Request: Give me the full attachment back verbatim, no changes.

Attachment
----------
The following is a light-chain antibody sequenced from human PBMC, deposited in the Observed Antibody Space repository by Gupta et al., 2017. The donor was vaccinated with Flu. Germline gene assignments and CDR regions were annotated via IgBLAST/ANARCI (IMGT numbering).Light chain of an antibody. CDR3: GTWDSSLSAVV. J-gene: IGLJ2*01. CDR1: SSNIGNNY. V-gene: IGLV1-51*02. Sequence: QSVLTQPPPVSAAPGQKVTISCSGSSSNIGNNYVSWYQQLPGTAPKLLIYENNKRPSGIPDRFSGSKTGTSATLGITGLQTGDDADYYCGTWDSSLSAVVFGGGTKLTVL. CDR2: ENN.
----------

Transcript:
The following is a light-chain antibody sequenced from human PBMC, deposited in the Observed Antibody Space repository by Gupta et al., 2017. The donor was vaccinated with Flu. Germline gene assignments and CDR regions were annotated via IgBLAST/ANARCI (IMGT numbering).Light chain of an antibody. CDR3: GTWDSSLSAVV. J-gene: IGLJ2*01. CDR1: SSNIGNNY. V-gene: IGLV1-51*02. Sequence: QSVLTQPPPVSAAPGQKVTISCSGSSSNIGNNYVSWYQQLPGTAPKLLIYENNKRPSGIPDRFSGSKTGTSATLGITGLQTGDDADYYCGTWDSSLSAVVFGGGTKLTVL. CDR2: ENN.